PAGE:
Nastiness is a bad thing for leaders, but whether it’s a bad thing for presidential candidates remains to be seen. The latest evidence comes in a poll conducted for the Weber Shandwick communications firm and its Washington-based lobbying division, Powell Tate. The big take-away: Voters absolutely hate incivility in a political candidate and say overwhelmingly that such behavior will affect their vote. They all say it. But do they believe it?
These likely voters seem to agree it’s been an outstanding eight months so far for political rudeness. Democrats say the second- and third-most uncivil candidates have been Republicans Chris Christie and Ted Cruz. Republicans say the second- and third-most uncivil have been Democrats Hillary Clinton and Bernie Sanders. But even in today’s bitterly fractious environment, America is united on identifying the nastiest presidential candidate of them all: It is of course Donald (“How stupid are the people of Iowa?”) Trump.
The problem is that if voters abhor incivility, and if they agree that by that measure Trump is the worst, then why is he such a dominant candidate? Yes, he lost Iowa, but by only three points in a 12-person field; he absolutely crushed the field in the first true primary in New Hampshire last night. He remains the favorite for the GOP nomination in every national poll.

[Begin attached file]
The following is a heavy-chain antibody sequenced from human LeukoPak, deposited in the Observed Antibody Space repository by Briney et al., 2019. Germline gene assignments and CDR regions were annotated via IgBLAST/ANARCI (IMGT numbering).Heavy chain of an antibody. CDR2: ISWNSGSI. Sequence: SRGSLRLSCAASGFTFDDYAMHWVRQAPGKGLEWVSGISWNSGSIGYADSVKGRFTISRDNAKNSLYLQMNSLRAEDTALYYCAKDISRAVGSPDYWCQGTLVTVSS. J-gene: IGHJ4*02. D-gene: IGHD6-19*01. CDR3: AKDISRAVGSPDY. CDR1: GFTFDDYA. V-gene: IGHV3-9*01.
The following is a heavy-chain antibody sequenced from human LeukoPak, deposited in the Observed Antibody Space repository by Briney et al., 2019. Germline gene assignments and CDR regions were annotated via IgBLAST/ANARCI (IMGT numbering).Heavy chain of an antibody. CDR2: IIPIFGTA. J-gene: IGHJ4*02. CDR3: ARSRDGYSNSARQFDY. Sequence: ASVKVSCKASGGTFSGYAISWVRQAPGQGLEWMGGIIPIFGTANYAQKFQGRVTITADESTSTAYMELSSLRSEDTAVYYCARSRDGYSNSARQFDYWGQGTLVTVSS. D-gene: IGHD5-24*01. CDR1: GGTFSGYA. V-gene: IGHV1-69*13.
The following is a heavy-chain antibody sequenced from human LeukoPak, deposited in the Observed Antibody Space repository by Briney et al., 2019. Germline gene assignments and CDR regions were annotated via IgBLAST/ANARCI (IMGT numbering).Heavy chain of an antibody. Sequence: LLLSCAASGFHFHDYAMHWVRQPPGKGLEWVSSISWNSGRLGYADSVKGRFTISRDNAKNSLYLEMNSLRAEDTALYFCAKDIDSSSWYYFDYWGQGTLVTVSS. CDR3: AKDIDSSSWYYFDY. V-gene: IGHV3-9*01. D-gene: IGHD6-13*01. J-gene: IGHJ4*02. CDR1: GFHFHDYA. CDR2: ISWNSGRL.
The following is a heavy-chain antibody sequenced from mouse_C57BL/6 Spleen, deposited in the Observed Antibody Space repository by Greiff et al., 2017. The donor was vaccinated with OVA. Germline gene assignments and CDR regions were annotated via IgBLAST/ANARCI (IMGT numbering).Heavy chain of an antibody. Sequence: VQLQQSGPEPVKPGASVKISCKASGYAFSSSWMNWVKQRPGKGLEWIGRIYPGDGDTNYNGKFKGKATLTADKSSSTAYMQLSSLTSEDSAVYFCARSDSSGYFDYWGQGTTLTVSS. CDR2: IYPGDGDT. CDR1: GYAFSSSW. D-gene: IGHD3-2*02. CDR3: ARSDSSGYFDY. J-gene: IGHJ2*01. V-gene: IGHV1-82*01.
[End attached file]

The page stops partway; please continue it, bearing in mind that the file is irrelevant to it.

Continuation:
What gives? I have a theory. Trump is the only candidate who hosted a reality TV series, and it was extremely successful; The Apprentice and Celebrity Apprentice ran for 12 seasons on NBC. He knows in his bones what TV producers have long known and the other candidates are learning: Incivility (“You’re fired!”) is good TV. Election contests have become reality TV shows, and a candidate who can give voice to what lots of voters are thinking, and do it in a way that’s good TV, offers a highly effective package. Sanders is similarly channeling the anxiety and anger of millions; he’s cranking up the Hillary insults and as he showed on Tuesday evening, it’s working, making him a fearsome challenger to Clinton’s vastly superior fundraising network and organizational prowess.